Rosco Nunn, northwest Missouri section director of the US Weather Bureau praised Brink in a letter to Brink in which he said, “Certainly, no one has given more attention to the weather records and weather service than you, for you have not only been an observer but an active agent in the dissemination of forecasts and making the weather service valuable to your community in its various phases.” Being an official weather observer and recorder was an avocation not a vocation; in other words, one serving in that capacity was a volunteer. The weather observers had substantial occupations. 

JR Brink, the son of JQ Brink, was born September 27, 1857, in Ross County, OH and in 1865, at the age of eight, he moved with his family to Graham. JQ was in the mercantile business and was interested in informally observing and recording the extreme weather circumstances. Upon graduating from secondary school, JR was involved in the mercantile business with his father, but at the age of 22, he attended the University of Missouri and became the editor of the Mound City newspaper. As the editor, he relied on the weather station located in Oregon, MO, for weather-related reports and articles about extreme weather conditions. In 1880, he married Helen Kavanaugh and the couple moved to Maryville where JR became a telegrapher. He began the process of becoming the US Weather Bureau’s Nodaway County Station in 1882 and became official in 1884. At this time JR owned a grocery store known as JR Brink and Co. In 1914, JR took the position as superintendent of Northwest Missouri Normal School’s construction and maintenance. He also taught classes on weather observing and recording. JR Brink died May 14, 1934, at the age of 76.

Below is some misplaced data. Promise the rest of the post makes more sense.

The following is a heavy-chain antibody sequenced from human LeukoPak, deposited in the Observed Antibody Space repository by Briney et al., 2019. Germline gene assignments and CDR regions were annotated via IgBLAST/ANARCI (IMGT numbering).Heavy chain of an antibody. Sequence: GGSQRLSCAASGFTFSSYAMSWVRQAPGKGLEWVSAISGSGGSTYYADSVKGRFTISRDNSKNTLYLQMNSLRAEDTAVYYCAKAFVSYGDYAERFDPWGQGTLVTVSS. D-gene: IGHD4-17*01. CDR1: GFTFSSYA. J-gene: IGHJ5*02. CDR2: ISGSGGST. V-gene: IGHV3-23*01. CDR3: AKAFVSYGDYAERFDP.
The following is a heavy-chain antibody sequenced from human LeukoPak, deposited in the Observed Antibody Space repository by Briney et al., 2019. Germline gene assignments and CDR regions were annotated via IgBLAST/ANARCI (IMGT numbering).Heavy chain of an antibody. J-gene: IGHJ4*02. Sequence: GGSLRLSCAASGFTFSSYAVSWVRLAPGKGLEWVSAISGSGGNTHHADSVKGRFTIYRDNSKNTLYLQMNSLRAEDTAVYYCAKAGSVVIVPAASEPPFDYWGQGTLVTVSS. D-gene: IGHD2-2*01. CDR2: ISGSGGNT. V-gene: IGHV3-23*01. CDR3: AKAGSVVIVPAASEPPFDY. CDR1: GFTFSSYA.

In the spring of 1934, Roland Bruce Montgomery became the official US Weather Bureau reporter and recorder of temperature and precipitation for Nodaway County. Montgomery was born October 3, 1881, in Burlington Jct. He graduated from Maryville High School, Maryville Seminary and the University of Nebraska. Montgomery became joint proprietor with his father of a clothing store and a shoe store in Maryville. In 1938, Montgomery became the superintendent of grounds and maintenance at Northwest Missouri State College. During his 30-year tenure as Nodaway County’s official weather reporter and recorder, Montgomery recorded the area’s highest temperature and drought in history in 1934 and 1936 and the record-holding snowfall on the first day in January 1936. He held the official Nodaway County volunteer weather reporter and recorder position until he died on January 3, 1969.

JR Brink and Montgomery created a legacy through their volunteering commitment to officially reporting and recording the weather occurring in Nodaway County. This official observing and recording temperature and precipitation continues at the Maryville water plant.

Thanks to George Gille, Mary Bohlken and Sheila Smail.